The Promise of Happiness
ISBN: 0822347253
EAN13: 9780822347255
Language: English
Publication Date: April 6, 2010
Pages: 328
Dimensions: 0.80" H x 8.60" L x 6.00" W
Weight: 0.95 lbs.
Format: Paperback
Book Overview
The Promise of Happiness is a provocative cultural critique of the imperative to be happy. It asks what follows when we make our desires and even our own happiness conditional on the happiness of others: I just want you to be happy; I'm happy if you're happy. Combining philosophy and feminist cultural studies, Sara Ahmed reveals the affective and moral work performed by the happiness duty, the expectation that we will be made happy by taking part in that which is deemed good, and that by being happy ourselves, we will make others happy. Ahmed maintains that happiness is a promise that directs us toward certain life choices and away from others. Happiness is promised to those willing to live their lives in the right way. Ahmed draws on the intellectual history of happiness, from classical accounts of ethics as the good life, through seventeenth-century writings on affect and the passions, eighteenth-century debates on virtue and education, and nineteenth-century utilitarianism. She engages with feminist, antiracist, and queer critics who have shown how happiness is used to justify social oppression, and how challenging oppression causes unhappiness. Reading novels and films including Mrs. Dalloway , The Well of Loneliness , Bend It Like Beckham , and Children of Men , Ahmed considers the plight of the figures who challenge and are challenged by the attribution of happiness to particular objects or social ideals: the feminist killjoy, the unhappy queer, the angry black woman, and the melancholic migrant. Through her readings she raises critical questions about the moral order imposed by the injunction to be happy.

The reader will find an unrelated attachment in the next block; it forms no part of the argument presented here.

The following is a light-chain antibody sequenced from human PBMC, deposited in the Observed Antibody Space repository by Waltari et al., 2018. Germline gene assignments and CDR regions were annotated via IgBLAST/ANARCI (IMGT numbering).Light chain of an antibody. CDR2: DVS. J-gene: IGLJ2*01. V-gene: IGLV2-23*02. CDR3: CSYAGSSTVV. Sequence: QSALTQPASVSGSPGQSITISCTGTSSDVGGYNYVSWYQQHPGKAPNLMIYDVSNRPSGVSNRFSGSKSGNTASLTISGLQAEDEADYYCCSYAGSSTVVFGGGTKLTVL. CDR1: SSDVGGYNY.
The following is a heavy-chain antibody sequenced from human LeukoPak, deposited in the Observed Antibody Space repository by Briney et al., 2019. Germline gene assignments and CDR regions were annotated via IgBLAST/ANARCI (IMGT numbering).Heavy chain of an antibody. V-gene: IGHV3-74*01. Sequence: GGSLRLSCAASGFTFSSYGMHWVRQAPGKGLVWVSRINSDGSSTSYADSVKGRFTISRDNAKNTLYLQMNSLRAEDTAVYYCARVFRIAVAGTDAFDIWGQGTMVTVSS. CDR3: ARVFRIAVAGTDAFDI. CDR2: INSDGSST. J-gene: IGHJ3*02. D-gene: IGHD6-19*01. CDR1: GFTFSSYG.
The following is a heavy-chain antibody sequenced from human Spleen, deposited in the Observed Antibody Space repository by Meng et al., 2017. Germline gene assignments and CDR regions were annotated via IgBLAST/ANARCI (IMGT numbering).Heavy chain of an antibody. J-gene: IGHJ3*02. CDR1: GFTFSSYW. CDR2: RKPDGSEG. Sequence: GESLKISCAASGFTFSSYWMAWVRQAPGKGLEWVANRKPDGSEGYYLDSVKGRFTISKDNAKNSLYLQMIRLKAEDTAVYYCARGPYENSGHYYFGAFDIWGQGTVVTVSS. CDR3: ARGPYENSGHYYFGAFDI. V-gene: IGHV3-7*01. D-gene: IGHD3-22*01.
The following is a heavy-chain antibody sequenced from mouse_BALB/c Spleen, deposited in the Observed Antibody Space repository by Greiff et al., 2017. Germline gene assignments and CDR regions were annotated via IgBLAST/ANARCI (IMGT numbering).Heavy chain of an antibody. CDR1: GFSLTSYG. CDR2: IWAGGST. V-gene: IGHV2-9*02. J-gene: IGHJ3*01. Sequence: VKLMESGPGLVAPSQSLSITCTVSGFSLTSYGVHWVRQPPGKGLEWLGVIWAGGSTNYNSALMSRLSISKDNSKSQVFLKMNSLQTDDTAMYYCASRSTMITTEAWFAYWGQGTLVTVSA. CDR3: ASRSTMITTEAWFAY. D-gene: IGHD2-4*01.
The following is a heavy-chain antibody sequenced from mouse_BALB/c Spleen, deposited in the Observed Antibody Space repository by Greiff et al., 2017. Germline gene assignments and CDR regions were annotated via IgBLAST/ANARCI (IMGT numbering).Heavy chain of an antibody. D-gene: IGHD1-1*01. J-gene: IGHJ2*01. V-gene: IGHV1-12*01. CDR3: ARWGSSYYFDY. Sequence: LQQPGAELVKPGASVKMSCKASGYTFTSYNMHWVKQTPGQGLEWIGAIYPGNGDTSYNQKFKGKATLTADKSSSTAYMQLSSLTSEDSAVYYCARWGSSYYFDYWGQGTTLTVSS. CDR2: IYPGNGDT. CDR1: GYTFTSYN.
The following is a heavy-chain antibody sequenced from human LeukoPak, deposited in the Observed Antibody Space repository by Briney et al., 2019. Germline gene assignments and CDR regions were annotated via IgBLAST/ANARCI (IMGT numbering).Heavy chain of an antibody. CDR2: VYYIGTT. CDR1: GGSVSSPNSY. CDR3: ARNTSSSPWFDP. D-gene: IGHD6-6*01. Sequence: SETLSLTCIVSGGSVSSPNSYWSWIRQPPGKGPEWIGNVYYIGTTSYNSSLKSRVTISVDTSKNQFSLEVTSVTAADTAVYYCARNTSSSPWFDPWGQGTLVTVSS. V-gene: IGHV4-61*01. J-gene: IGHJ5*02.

Editor Reviews
From the Back Cover At a time when happiness studies are all the rage and feminism is accused of destroying women's happiness, Sara Ahmed offers a bold critique of the consensus that happiness is an unconditional good. Her new book asks searching questions about the nature of the good life, making its case in a wonderfully pellucid prose. What a paradox that a defense of the kill-joy should be such a pleasure to read! This timely, original, and intellectually expansive book is sure to trigger a great deal of debate.--Rita Felski, University of Virginia